US stays quiet on Turkey's genocide

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The Independent US

Congress has avoided a diplomatic clash with an important ally, Turkey, by deciding not to take up a resolution declaring the mass killings of Armenians in the early 20th century a genocide.

Supporters of the resolution made a push for approval in the final days of Congress, despite opposition from the Obama administration. The measure was opposed strongly by Turkey, and the administration feared it would have damaged relations with the Nato ally.

Instead, the House of Representatives ended its two-year term without taking up the matter. It is unlikely to be passed after Republicans take control of the chamber in January because the new House Speaker, John Boehner, opposes it.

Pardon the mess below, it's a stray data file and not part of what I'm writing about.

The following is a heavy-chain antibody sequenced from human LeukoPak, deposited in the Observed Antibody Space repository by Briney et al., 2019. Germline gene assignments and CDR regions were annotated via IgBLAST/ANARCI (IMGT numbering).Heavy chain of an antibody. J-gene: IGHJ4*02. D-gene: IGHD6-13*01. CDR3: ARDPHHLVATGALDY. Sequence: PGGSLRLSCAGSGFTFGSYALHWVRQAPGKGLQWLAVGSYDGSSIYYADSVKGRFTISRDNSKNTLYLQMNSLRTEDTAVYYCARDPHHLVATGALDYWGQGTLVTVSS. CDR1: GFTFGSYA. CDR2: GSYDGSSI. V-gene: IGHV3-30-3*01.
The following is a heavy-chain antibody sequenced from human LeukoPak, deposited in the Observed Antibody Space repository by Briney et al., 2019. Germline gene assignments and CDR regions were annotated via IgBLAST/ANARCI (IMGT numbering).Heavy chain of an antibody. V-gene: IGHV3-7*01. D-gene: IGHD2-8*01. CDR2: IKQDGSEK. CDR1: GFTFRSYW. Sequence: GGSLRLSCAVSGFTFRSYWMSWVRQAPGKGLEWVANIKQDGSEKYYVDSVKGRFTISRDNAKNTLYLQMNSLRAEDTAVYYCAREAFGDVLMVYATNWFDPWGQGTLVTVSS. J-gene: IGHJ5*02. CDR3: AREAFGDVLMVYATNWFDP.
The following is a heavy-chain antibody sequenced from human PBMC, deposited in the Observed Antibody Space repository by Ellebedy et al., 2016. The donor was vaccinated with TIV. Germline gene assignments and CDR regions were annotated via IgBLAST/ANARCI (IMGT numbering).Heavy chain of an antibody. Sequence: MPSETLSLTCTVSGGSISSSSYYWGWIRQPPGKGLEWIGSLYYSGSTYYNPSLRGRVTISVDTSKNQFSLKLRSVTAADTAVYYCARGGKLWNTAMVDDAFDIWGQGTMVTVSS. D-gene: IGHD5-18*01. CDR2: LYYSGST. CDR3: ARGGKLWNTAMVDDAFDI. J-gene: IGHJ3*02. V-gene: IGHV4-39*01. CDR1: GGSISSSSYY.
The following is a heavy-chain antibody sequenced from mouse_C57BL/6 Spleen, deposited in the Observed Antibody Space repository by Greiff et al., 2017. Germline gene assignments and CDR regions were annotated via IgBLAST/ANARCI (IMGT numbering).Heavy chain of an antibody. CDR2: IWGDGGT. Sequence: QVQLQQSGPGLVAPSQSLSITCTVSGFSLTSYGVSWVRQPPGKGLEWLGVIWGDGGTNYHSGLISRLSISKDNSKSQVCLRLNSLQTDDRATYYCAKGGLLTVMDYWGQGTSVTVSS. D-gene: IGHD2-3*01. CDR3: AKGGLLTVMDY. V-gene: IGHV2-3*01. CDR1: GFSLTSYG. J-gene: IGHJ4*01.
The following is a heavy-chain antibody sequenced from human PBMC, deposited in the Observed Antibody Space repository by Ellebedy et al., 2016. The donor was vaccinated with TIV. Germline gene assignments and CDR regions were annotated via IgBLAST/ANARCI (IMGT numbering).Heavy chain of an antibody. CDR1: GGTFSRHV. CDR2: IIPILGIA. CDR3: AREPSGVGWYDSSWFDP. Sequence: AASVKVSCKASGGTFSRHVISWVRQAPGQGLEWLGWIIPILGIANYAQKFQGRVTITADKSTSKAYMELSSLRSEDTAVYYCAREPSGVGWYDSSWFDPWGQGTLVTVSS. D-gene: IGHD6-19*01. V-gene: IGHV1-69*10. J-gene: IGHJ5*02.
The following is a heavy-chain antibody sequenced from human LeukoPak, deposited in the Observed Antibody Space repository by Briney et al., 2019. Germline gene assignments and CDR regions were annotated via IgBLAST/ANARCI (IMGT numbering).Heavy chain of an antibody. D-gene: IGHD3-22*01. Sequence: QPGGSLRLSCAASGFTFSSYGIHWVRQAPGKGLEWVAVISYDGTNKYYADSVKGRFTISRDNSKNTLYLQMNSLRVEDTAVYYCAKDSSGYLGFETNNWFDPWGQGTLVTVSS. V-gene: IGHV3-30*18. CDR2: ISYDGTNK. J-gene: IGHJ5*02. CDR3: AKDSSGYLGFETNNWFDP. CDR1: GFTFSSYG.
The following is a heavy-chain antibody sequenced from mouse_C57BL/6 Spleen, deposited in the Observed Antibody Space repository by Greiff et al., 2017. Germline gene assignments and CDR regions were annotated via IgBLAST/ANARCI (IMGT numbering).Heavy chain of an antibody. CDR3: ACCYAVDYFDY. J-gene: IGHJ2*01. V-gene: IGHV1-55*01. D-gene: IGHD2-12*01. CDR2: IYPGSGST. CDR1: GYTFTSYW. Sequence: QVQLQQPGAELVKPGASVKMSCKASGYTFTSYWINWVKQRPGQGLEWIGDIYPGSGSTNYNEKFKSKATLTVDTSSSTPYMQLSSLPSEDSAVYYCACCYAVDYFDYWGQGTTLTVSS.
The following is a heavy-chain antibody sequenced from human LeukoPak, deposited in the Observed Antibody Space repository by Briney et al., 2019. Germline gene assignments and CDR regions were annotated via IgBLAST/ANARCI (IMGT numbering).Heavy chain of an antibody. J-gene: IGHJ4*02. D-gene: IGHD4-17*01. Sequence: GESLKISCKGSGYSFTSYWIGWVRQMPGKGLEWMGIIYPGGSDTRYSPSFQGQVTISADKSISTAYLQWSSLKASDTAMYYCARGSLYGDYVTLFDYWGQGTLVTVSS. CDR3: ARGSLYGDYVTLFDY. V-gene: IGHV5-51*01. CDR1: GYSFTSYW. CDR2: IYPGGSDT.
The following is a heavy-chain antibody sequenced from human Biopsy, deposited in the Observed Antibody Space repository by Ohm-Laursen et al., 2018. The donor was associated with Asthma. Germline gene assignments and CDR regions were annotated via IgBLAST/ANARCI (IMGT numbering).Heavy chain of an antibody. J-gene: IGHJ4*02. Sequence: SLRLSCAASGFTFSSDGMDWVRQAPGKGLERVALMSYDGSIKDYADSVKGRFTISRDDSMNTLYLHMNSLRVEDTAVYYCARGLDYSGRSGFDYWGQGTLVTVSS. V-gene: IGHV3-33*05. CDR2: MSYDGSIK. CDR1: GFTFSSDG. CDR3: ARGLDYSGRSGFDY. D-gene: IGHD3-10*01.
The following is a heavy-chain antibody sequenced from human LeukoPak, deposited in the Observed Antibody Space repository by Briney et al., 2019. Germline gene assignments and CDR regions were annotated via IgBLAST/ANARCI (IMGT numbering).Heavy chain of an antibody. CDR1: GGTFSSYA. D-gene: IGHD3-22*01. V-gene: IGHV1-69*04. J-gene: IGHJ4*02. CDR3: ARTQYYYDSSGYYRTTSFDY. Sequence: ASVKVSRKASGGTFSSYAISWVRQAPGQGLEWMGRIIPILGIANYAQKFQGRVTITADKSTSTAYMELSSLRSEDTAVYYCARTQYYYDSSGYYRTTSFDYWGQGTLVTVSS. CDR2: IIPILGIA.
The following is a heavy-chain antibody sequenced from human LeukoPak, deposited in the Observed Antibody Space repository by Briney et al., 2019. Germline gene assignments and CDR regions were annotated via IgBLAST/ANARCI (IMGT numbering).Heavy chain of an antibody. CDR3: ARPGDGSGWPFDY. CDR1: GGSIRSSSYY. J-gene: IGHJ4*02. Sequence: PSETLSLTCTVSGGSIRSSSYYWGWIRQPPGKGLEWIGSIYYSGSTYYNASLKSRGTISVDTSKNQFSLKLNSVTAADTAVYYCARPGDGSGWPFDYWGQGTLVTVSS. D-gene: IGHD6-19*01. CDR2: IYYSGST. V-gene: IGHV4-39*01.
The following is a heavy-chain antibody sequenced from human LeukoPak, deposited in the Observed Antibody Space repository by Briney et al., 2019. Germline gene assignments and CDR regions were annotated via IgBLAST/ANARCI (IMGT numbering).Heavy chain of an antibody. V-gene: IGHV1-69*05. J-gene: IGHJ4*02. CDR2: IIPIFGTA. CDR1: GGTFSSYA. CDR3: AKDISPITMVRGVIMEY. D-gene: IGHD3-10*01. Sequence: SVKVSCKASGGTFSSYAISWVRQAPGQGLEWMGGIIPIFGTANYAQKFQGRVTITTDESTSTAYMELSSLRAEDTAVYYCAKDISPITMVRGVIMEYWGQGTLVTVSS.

Proponents of the resolution had been optimistic of passing it because the outgoing Speaker, Nancy Pelosi, had advocated approval. One Armenian-American group blamed Ms Pelosi for not scheduling a vote, calling it "a failure of Congressional leadership on human rights".

Historians estimate that up to 1.5 million Armenians were killed by Ottoman Turks around the time of the First World War, an event widely viewed by scholars as the first genocide of the 20th century. Turkey denies that the deaths constituted genocide, claiming the toll has been inflated and that those killed were victims of civil war and unrest.

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